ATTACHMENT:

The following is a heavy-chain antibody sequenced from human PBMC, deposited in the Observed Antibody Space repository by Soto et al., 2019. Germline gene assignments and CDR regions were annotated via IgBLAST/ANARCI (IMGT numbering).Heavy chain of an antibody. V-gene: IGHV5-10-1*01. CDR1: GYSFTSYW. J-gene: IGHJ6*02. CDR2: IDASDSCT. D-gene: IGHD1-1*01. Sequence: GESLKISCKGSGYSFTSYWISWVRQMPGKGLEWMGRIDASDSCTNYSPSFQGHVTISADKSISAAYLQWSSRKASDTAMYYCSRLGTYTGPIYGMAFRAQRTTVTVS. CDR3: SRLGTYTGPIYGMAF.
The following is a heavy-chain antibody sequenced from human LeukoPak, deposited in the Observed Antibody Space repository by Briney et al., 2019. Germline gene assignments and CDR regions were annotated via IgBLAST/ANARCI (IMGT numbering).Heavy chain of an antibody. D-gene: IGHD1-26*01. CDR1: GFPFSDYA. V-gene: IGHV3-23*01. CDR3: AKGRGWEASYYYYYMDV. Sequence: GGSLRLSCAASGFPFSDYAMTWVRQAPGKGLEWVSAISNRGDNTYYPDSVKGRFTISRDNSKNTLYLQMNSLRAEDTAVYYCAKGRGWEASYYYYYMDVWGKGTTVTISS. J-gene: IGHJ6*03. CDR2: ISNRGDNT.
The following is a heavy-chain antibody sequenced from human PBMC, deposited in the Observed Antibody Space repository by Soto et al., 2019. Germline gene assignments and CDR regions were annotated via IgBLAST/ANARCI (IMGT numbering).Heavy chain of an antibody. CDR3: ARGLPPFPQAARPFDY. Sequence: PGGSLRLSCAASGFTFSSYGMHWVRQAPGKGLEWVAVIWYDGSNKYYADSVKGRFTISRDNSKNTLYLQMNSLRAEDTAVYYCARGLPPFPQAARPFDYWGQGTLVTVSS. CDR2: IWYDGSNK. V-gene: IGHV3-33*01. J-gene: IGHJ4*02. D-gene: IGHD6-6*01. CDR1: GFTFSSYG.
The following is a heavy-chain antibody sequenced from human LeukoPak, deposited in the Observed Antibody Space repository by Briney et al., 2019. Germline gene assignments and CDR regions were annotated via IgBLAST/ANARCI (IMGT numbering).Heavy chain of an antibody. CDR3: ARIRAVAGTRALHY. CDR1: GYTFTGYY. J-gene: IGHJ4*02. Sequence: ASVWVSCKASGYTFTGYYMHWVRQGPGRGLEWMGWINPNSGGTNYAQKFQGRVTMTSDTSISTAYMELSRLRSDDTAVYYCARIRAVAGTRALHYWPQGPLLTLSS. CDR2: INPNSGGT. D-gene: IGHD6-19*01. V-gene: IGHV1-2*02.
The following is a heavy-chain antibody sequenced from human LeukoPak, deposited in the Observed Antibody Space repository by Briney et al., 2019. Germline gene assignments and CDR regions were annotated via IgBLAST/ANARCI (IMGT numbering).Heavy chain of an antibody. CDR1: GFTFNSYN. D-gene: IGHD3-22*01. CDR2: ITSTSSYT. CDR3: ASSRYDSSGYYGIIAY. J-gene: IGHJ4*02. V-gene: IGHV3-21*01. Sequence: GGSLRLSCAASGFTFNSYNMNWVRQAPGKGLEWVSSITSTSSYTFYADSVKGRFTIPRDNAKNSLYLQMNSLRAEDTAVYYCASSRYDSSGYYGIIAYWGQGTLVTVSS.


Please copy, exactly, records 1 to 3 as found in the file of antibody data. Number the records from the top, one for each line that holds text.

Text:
The following is a heavy-chain antibody sequenced from human PBMC, deposited in the Observed Antibody Space repository by Soto et al., 2019. Germline gene assignments and CDR regions were annotated via IgBLAST/ANARCI (IMGT numbering).Heavy chain of an antibody. V-gene: IGHV5-10-1*01. CDR1: GYSFTSYW. J-gene: IGHJ6*02. CDR2: IDASDSCT. D-gene: IGHD1-1*01. Sequence: GESLKISCKGSGYSFTSYWISWVRQMPGKGLEWMGRIDASDSCTNYSPSFQGHVTISADKSISAAYLQWSSRKASDTAMYYCSRLGTYTGPIYGMAFRAQRTTVTVS. CDR3: SRLGTYTGPIYGMAF.
The following is a heavy-chain antibody sequenced from human LeukoPak, deposited in the Observed Antibody Space repository by Briney et al., 2019. Germline gene assignments and CDR regions were annotated via IgBLAST/ANARCI (IMGT numbering).Heavy chain of an antibody. D-gene: IGHD1-26*01. CDR1: GFPFSDYA. V-gene: IGHV3-23*01. CDR3: AKGRGWEASYYYYYMDV. Sequence: GGSLRLSCAASGFPFSDYAMTWVRQAPGKGLEWVSAISNRGDNTYYPDSVKGRFTISRDNSKNTLYLQMNSLRAEDTAVYYCAKGRGWEASYYYYYMDVWGKGTTVTISS. J-gene: IGHJ6*03. CDR2: ISNRGDNT.
The following is a heavy-chain antibody sequenced from human PBMC, deposited in the Observed Antibody Space repository by Soto et al., 2019. Germline gene assignments and CDR regions were annotated via IgBLAST/ANARCI (IMGT numbering).Heavy chain of an antibody. CDR3: ARGLPPFPQAARPFDY. Sequence: PGGSLRLSCAASGFTFSSYGMHWVRQAPGKGLEWVAVIWYDGSNKYYADSVKGRFTISRDNSKNTLYLQMNSLRAEDTAVYYCARGLPPFPQAARPFDYWGQGTLVTVSS. CDR2: IWYDGSNK. V-gene: IGHV3-33*01. J-gene: IGHJ4*02. D-gene: IGHD6-6*01. CDR1: GFTFSSYG.